Security is tight, with Chinese and other foreign visitors driven around in convoys of soldiers and armed police.
Beijing is also trying to overcome the distrust of outsiders evident in Baluchistan, where indigenous Baloch fear an influx of other ethnic groups and foreigners. Many residents say the pace of change is too slow.
"Local people are not completely satisfied," said Essar Nori, a lawmaker for Gwadar, adding that the separatists were tapping into that dissatisfaction.
Pakistani officials are urging Gwadar residents to be patient, vowing to urgently build desalination plants and power stations.
China's Gwadar project contrasts with similar efforts in Sri Lanka, where the village of Hambantota was transformed into a port complex - but was saddled with Chinese debt.
Last week, Sri Lanka formally handed over operations to China on a 99-year lease in exchange for lighter debt repayments, a move that sparked street protests over what many Sri Lankans view as an erosion of sovereignty.
The Hambantota port, like Gwadar, is part of a network of harbours Beijing is developing in Asia and Africa that have spooked India, which fears being encircled by China's growing naval power.
But Pakistani officials say comparisons to Hambantota are unfair because the Gwadar project has much less debt.
On top of the airport, Chinese handouts in Gwadar include $100 million to expand a hospital by 250 beds, $130 million towards upgrading water infrastructure, and $10 million for a technical and vocational college, according to Pakistani government documents and officials.
"We welcome this assistance as it's changing the quality of life of the people of Gwadar for the better," said Senator Mushahid Hussain Sayed, chairman of the parliamentary committee that oversees CPEC, including Gwadar.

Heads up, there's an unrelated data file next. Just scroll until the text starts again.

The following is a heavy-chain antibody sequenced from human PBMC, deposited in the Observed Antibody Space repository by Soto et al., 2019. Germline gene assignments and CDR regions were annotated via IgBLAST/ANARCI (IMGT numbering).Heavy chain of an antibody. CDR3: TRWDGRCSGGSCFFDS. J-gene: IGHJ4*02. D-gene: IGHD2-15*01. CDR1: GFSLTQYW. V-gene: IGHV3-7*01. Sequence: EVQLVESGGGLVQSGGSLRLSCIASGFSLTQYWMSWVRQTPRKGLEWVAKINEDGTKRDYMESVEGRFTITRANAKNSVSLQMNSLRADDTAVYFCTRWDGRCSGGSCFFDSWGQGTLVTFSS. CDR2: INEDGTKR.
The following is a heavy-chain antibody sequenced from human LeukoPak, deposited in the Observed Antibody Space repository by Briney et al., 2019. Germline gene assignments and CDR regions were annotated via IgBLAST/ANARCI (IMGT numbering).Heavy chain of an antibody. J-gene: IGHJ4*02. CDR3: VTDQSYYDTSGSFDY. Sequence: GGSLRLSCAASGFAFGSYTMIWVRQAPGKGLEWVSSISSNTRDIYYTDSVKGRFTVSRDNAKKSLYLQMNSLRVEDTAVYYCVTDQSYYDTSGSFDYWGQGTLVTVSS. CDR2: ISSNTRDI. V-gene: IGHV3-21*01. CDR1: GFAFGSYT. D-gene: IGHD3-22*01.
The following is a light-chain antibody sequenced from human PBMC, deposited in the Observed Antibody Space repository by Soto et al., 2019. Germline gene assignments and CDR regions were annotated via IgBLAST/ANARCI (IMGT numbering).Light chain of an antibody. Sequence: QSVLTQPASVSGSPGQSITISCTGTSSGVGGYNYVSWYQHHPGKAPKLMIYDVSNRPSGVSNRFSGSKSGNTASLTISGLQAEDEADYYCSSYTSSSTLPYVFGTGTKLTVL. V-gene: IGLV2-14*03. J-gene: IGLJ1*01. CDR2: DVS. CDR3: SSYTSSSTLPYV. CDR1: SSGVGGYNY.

China and Pakistan jointly choose which projects will be developed under the CPEC mechanism, Sayed added.
When China suggested a 7,000 metre runway for the new airport, Pakistan pushed for a 12,000 metre one that could accommodate planes as large as the Airbus 380 and be used for military purposes, according to Sajjad Baloch, a director of the Gwadar Development Authority.
The scale of Chinese grants is extraordinary, according to Brad Parks, executive director of AidData, a research lab at the U.S.-based William and Mary university that collected data on Chinese aid across 140 countries from 2000-2014.
Since 2014, Beijing has pledged over $800 million in grants and concessional loans for Gwadar, which has less than 100,000 people. In the 15 years before that, China gave about $2.4 billion in concessional loans and grants during this period across the whole of Pakistan, a nation of 207 million people.
"Gwadar is exceptional even by the standards of China's past activities in Pakistan itself," Parks said.
HEARTS AND MINDS
There are early signs China's efforts to win hearts and minds are beginning to bear fruit in Gwadar.